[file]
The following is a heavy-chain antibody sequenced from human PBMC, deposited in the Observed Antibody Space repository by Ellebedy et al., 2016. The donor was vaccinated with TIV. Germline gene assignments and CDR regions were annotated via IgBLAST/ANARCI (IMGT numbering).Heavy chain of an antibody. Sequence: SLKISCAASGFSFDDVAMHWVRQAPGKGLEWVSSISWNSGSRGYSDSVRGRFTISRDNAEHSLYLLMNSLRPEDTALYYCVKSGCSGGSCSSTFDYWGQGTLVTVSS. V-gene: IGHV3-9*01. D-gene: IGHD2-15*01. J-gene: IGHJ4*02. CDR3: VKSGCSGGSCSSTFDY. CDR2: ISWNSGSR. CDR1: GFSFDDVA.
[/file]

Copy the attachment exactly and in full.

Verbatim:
The following is a heavy-chain antibody sequenced from human PBMC, deposited in the Observed Antibody Space repository by Ellebedy et al., 2016. The donor was vaccinated with TIV. Germline gene assignments and CDR regions were annotated via IgBLAST/ANARCI (IMGT numbering).Heavy chain of an antibody. Sequence: SLKISCAASGFSFDDVAMHWVRQAPGKGLEWVSSISWNSGSRGYSDSVRGRFTISRDNAEHSLYLLMNSLRPEDTALYYCVKSGCSGGSCSSTFDYWGQGTLVTVSS. V-gene: IGHV3-9*01. D-gene: IGHD2-15*01. J-gene: IGHJ4*02. CDR3: VKSGCSGGSCSSTFDY. CDR2: ISWNSGSR. CDR1: GFSFDDVA.